This is The Ultimate Advisor podcast, the podcast for financial advisors who want to create a thriving, successful, and scalable practice. Each week, we'll uncover the ways that you can improve your referrals, your team, your marketing, and your business operations. Helping you to level up your advising practice, bring in more assets, and create the advising practice that you've dreamed of. You'll be joined by your hosts, Brian Sweet, who has more than half a billion dollars in assets under management; Brittany Anderson, the driving force for advisors looking to hire, improve their operations and company culture; and Draye Redfern, who can help you systematize and automate your practices marketing to effortlessly attract new clients. So, what do you say? Let's jump into another amazing episode of The Ultimate Advisor podcast.
Brittany A.: Brittany Anderson, here along with Draye Redfern and Brian Sweet, for The Ultimate Advisor podcast. Now we are in week three of the Top Characteristics of Top Financial Advisors. So if you have not listened, because this is a series, because there's absolutely a continuation in the method to our madness, go back and listen to the last couple episodes. Because it sets you up for success in analyzing these top 12 characteristics. So you're looking at how top advisors are forward thinking, how they are longterm greedy. So I'm going to leave that one alone because it's an interesting controversial title. That was last week's episode. You got to listen. It's a must listen to set you up for today's topic, which is on growth mindset.
So Draye, because you are one, I know you along with us, love the topic of mindset. We not only teach on this, but we'd like to talk on it amongst each other. So talk about some of the success stories that you've seen, with the advisors that you work, with who are really willing to be innovative, go that extra mile. I want to hear all the good stuff.
Draye Redfern: So mindset is, it's my favorite thing. It really is. And I think I, and I shared this story before, I think, in me, that maybe comes from going to school, it was a 25 minute drive to school growing up, and would always listen to Tony Robbins and Zig Ziglar and all of the greats on the way to school. So mindset is absolutely just something that is near and dear to my heart. Well, mindset, and the idea of a growth mindset versus a fixed mindset, is really closely related to all of Carol Dweck's work, as a Stanford psychologist.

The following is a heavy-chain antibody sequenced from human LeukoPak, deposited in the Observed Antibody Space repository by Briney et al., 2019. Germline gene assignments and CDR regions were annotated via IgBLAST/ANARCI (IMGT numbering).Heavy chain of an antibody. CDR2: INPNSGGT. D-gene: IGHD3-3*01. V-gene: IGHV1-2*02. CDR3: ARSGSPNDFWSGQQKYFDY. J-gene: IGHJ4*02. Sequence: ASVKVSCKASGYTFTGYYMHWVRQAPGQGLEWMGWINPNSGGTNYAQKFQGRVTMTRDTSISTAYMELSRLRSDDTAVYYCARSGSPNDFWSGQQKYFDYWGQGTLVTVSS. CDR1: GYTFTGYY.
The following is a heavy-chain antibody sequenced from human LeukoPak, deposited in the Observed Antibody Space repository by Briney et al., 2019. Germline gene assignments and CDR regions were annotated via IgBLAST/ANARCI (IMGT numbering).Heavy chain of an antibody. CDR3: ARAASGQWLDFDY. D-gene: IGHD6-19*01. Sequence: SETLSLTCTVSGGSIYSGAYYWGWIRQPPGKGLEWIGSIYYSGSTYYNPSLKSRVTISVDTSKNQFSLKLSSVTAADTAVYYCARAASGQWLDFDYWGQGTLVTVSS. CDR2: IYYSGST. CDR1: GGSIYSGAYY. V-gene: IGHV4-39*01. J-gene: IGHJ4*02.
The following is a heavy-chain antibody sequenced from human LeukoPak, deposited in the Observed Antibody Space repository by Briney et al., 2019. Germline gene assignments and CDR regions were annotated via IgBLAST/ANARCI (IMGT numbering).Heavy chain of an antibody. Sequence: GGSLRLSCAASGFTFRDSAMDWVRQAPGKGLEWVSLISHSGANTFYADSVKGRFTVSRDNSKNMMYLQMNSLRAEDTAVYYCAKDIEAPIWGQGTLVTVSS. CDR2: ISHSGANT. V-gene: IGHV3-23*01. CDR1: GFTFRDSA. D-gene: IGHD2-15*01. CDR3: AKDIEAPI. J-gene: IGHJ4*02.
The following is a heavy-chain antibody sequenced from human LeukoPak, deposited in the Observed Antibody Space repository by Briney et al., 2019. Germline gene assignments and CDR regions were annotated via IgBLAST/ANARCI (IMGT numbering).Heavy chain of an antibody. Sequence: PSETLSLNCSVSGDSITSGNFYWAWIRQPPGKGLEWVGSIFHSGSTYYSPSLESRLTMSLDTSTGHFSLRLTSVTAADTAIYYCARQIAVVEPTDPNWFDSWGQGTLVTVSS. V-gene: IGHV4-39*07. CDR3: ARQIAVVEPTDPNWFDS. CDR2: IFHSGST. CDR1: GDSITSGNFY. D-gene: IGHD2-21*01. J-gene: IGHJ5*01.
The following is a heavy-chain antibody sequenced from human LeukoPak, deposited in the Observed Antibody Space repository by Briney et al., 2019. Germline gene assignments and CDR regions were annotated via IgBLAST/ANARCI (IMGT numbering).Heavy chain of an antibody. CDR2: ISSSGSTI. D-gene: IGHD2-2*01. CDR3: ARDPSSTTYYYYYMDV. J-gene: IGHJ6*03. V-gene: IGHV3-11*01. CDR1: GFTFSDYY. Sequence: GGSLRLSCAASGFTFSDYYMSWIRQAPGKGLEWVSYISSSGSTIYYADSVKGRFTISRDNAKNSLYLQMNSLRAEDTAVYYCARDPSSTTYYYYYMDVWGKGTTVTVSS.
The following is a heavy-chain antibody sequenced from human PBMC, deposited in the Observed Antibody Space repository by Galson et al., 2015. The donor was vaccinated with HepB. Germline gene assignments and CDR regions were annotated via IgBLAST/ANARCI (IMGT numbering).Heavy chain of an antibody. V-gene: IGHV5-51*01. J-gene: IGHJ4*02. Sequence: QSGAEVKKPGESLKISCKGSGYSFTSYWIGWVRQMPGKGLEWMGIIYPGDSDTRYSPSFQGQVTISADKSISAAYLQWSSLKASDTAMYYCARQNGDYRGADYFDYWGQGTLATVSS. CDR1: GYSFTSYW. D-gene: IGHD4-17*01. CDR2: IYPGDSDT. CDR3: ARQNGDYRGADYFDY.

Really realizing that the growth mindset really does exist and there's a very different sort of differentiation in style of people, and success levels, and all of these sorts of things, in someone who has a fixed mindset, meaning this is the reality. It's never going to change. I can work really hard, but I'm still going to stay in this more or less bubble. Versus someone who has a growth mindset, and if they have a growth mindset, they can onboard more struggle. If something goes wrong, they can deal with it, because they know they can take on more capabilities, knowledge, all of these sorts of things, and then push past that with greater success.
So mindset is, I mean I love it number one, but really see more advisors have the success is where they basically take mindset and... Which I also sort of closely relate to innovation because if you have the mindset of you want to grow, you want to take actions, usually that comes with innovation. You want to create new methods. So you want to come up with new systems. You want to do some sort of new process. Innovation. I think they're very, very closely related together. However that sometimes, actually more often than, not falls flat. Because mindset is wonderful, you can be super happy, you can be chipper and wake up on the right side of the bed every single day. But if you don't actually do something about it with your day, you don't actually take that innovation and convert it to implementation, then you're not really going to see anything in your business.